Why do people seem to feel worse after the second vaccine than the first?

Not speaking from personal experience. Not yet, anyway.

My mother’s first vaccine shot didn’t bother her very much, but her second one hit her like a ton of bricks, taking several days to fully recover from. She felt muscle aches and great fatigue.

The fully-vaccinated people I’ve spoken to have all had worse symptoms after the second vaccine than the first. What gives?

This has been answered in several of the Covid/vaccine/vaccination threads extant here.

One shot of iron,
The second of steel:
If the first one doesn’t get you
Then the next one will!

I would still argue it would be good to answer it here. A thread asking a direct question is the sort of thing that people are most likely to find in a search.

Also, while I’ve speculated myself, and seen other speculation, I can’t remember seeing any definition answers, despite reading a whole lot of these threads.

It was described to me that after the first shot, the immune system says…crap, what’s this stuff. Better clean this up right away. So it starts making antibodies and “knocks out” the invader. Then when the second shot comes, the immune system says…holy shit, this again! We’re under attack, this is no fluke, time to bring in the big guns.

Since the crappy feeling you have is in most cases a reaction not to the infection but instead the body’s response to the infection, when you get a much bigger, much more aggressive response the second time you feel a lot worse.

So what does it mean when you don;t have much of a reaction? I had the J&J shot which, granted is one and done so the reaction profile is probably different than when getting two shots, but I didn’t really feel much of anything other than a sore shoulder. Maybe the slightest bit of tiredness and chills the rest of the day that I got the shot, but it could have been my imagination since I was monitoring myself for any reaction. I wonder whether my shot was effective or not.

The immune system reacts anamnestically.

I’m not a doctor, so this is just me passing along what I was told.

The reason that some people have a worse reaction than others has to with the relative strength of their immune systems. Data has shown that younger people and women tend to have more severe side effects than older people and men respectively. The idea being that young people’s stronger immune systems react harder and make them feel worse.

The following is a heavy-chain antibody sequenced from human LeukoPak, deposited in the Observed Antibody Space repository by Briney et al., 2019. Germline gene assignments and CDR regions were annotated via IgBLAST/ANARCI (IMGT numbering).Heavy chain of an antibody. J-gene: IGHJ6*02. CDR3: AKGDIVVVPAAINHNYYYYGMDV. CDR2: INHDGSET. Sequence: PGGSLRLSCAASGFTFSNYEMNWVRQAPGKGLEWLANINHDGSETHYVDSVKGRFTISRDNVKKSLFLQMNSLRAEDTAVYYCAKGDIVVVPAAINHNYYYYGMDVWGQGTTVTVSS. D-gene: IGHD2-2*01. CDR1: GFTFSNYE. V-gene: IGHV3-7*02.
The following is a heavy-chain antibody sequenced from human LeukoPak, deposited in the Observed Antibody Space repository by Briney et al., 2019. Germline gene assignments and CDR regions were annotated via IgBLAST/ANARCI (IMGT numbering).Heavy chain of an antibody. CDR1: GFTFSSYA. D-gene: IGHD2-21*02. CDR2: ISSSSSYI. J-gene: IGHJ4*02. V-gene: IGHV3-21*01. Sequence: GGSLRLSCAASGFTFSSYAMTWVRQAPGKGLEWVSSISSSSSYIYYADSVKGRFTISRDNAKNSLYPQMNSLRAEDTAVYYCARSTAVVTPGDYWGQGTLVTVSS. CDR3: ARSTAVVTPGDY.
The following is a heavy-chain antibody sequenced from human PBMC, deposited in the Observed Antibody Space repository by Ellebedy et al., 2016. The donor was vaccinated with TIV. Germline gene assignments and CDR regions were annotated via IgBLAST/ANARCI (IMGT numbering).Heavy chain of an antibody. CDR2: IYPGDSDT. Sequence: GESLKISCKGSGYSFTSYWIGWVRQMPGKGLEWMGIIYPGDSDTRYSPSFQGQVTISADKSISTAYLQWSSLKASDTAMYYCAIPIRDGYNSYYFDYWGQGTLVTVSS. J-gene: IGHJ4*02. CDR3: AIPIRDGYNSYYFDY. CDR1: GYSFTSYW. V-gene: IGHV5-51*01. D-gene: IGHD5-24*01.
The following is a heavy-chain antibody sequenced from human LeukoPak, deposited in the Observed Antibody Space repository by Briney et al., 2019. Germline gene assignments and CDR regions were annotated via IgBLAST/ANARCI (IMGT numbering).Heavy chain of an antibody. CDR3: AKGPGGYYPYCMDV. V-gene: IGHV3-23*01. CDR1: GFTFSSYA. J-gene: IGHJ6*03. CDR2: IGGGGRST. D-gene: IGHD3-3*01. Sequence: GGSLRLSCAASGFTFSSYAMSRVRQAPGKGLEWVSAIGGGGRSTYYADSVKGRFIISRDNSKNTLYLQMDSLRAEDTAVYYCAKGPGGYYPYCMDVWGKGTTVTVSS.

For any given person there’s going to be variability in how intensely they react. What I don’t know is if there’s any relationship between the severity of the side effects and the individual effectiveness of the immunity. I suspect not. Also not sure exactly why the mRNA type ones require 2 doses and the traditional ones do not. They supposedly have a lower overall effectiveness so there may be a correlation.

Several immunologists and infectious disease experts interviewed by MedPage Today said there are no data that a reaction correlates with protection.

The spouse had the first Pfizer shot with no notable reaction. I had the first AZ shot which knocked me on my ass for a day.

Friends who have had their second shots have said that the second Pfizer hit them harder than the first, but the second AZ one was quite mild compared to the first. So perhaps it depends on which vaccine you get.

All of the above is entirely anecdotal.

Look at you with the new word-of-the-day calendar. :wink:

I got Pfizer. First shot had a significantly more profound impact on me than the second shot. First shot was a pretty sore arm for 48+ hours and flu-like symptoms the first 24 hours. Second shot was zero local reaction to the shot and just a mild feeling of fatigue in the early evening of the same day. I was expecting the reverse in line with what you posted, but it was in contrast to my personal anecdotal experience.

Pfizer. The second hit me harder. Sore arm for both, fatigue the first time, headache, body aches and more fatigue the second. Neither one severe, though.

I give 50/50 odds my second shot was saline. The urgent care clinic that gave me the shots looked sketchy as fuck.

Wait 2 weeks then get an antibody test. If you were given placebo call you local TV station muckrakers; they’d love to hang somebody out to dry. Also call the CDC.

I’m with @LSLGuy

If you were part of a study and could potentially get a placebo you’d know it and would have agreed to it.

If you were just Joe Schmo walking in off the street expecting a real vaccine then you should have gotten a real vaccine. If they tricked you and gave you a placebo I am willing to bet you are the future winner of a huge lawsuit.

I’m not suggesting a formal placebo as in a trial.

I was trying to say that if the poster actually reasonably beliieves he got something fake he should act on that suspicion, not just whine ineffectually to us here. And if he can’t be arsed to take his contention seriously, there’s not much reason I/we should either.

Not quite “put up or shut up”, but close.


I was being facetious not being a fucking whiner. The urgent care clinic was a bit sketchy but I probably got what I came for. I was simply commenting on the fact that while most people tended to have a more serious reaction to the second shot, mine was worse after the first shot and virtually unnoticeable after the second. I see no reason to call Dewy, Sue’em and How.

Christ. Who’s over-reacting here?

Et tu?..

Here is a good explanation by a doctor about why the second dose knocks out people more than the first: